The Molecules of HIV

Note: this site last updated in 2006

HIV can activate a cancer-causing gene

An article from "The Molecules of HIV" (c) Dan Stowell

The HIV virus inserts its genes into the host cell's genome, essentially at an arbitrary position along the genome. (That is: the virus doesn't take special care to insert its genes at any specific point.) Sometimes this makes no particular difference to the host's genes, but sometimes it upsets the way genes are regulated.

Many genes are regulated by short stretches of code which sit nearby, which can encourage or suppress the expression of those genes by affecting the likelihood that transcription enzymes will attach to that stretch of genome.

In most cells certain genes (such as growth factors which encourage cell proliferation) must be "switched off" for the cell's normal operation. If the mechanism for switching-off the gene is interrupted, for example by the viral genome being spliced into the middle of the regulatory code, then a cell's behaviour may change. If, for example, a growth factor starts to be produced, this can cause uncontrolled cell multiplication, which could result in a tumour, or cancer.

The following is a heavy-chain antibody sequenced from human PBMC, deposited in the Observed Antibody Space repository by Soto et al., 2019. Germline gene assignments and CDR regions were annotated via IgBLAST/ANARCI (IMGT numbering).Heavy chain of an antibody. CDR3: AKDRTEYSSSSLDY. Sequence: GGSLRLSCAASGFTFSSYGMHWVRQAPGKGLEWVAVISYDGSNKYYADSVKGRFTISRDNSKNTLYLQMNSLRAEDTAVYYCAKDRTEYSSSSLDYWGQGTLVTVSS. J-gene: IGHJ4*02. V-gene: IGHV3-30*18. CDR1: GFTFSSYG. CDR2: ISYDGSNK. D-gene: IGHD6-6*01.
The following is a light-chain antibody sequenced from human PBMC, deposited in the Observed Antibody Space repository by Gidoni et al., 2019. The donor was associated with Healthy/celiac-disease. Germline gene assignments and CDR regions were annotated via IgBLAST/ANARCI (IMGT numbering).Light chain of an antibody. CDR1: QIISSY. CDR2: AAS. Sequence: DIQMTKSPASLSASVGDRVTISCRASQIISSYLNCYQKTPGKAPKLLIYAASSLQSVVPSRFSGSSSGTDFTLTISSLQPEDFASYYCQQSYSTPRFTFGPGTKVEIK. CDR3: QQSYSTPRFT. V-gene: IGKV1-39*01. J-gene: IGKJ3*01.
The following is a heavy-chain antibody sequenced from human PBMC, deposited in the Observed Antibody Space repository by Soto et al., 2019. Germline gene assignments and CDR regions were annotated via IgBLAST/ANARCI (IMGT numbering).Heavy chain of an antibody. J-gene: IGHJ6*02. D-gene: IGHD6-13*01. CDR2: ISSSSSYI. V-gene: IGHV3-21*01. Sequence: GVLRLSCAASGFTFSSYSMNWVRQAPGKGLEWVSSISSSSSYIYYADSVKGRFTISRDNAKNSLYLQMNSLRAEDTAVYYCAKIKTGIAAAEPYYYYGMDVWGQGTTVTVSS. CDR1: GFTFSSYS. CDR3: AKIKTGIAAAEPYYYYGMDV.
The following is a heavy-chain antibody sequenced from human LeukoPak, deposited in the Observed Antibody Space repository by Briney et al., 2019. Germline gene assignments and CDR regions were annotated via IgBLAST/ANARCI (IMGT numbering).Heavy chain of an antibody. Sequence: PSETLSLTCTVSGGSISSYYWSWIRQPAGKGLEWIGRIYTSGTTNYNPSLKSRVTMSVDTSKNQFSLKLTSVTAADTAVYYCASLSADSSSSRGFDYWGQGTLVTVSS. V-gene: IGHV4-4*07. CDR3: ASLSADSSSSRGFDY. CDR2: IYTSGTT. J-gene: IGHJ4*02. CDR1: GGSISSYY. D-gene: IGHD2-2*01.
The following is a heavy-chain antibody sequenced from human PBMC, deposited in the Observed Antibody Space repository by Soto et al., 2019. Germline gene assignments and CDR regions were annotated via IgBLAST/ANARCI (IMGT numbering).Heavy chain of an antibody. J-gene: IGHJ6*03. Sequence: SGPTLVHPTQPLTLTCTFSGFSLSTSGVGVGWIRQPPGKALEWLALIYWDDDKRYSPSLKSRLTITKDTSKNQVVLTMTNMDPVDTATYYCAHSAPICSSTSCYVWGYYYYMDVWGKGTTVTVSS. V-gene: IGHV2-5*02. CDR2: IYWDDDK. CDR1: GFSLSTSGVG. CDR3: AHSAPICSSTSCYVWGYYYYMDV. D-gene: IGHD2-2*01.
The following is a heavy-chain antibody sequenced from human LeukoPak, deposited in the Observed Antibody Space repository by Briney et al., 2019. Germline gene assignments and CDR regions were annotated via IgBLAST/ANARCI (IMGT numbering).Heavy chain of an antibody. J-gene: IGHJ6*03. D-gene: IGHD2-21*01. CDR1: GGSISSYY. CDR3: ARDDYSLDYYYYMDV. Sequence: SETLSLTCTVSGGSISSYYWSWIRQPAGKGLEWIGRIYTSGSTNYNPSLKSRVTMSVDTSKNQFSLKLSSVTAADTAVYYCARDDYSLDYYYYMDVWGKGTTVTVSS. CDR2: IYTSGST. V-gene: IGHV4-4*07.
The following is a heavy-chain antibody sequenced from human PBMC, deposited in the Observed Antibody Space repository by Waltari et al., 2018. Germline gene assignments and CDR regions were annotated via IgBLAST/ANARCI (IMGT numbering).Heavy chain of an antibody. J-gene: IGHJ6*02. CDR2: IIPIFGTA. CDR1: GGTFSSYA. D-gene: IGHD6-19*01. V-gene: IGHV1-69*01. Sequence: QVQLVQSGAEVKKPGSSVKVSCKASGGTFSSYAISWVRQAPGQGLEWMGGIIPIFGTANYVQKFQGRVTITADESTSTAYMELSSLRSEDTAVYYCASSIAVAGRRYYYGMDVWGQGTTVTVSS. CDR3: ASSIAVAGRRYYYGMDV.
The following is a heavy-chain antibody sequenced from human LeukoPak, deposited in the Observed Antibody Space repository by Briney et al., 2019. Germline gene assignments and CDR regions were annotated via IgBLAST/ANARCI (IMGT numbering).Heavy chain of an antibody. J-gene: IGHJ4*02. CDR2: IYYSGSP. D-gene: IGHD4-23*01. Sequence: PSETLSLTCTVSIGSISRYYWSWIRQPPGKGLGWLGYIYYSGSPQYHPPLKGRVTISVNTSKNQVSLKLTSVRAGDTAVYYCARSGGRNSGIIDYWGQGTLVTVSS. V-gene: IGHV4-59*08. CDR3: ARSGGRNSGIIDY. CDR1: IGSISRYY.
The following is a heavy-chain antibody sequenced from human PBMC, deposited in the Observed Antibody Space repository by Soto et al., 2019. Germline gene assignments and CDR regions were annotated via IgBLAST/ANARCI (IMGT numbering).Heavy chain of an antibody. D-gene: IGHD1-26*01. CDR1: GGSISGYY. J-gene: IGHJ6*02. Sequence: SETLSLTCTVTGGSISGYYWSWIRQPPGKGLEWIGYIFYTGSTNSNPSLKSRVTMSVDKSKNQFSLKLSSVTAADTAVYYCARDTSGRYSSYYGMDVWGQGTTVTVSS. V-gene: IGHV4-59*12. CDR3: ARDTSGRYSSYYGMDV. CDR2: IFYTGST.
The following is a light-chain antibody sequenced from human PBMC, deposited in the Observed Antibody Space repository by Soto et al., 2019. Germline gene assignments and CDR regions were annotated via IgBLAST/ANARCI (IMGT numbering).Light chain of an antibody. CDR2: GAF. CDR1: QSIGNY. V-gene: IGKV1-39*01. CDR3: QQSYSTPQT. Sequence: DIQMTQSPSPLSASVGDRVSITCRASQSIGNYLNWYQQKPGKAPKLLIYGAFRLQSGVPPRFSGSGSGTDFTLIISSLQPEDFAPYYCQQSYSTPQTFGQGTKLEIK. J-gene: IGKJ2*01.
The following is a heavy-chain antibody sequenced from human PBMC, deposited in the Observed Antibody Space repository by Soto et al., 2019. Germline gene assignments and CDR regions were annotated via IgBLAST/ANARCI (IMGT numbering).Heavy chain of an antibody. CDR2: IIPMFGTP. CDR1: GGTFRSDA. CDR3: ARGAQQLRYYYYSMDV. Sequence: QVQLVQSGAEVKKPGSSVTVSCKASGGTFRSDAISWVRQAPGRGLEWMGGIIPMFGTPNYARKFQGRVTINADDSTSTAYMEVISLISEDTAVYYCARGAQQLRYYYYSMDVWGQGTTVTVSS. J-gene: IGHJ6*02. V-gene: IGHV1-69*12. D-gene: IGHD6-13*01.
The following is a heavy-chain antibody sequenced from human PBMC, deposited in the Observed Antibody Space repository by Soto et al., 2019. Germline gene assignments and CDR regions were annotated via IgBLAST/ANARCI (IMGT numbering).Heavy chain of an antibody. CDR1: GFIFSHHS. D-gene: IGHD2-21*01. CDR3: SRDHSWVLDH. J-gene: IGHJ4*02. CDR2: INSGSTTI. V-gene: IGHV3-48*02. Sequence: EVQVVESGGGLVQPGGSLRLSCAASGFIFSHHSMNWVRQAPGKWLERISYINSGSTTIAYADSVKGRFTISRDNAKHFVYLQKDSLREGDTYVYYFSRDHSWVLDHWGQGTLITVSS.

A tumour-causing gene is called an oncogene. A gene which could be turned into an oncogene (as described above) is called a proto-oncogene. More information about oncogenes

Written by
Dan Stowell

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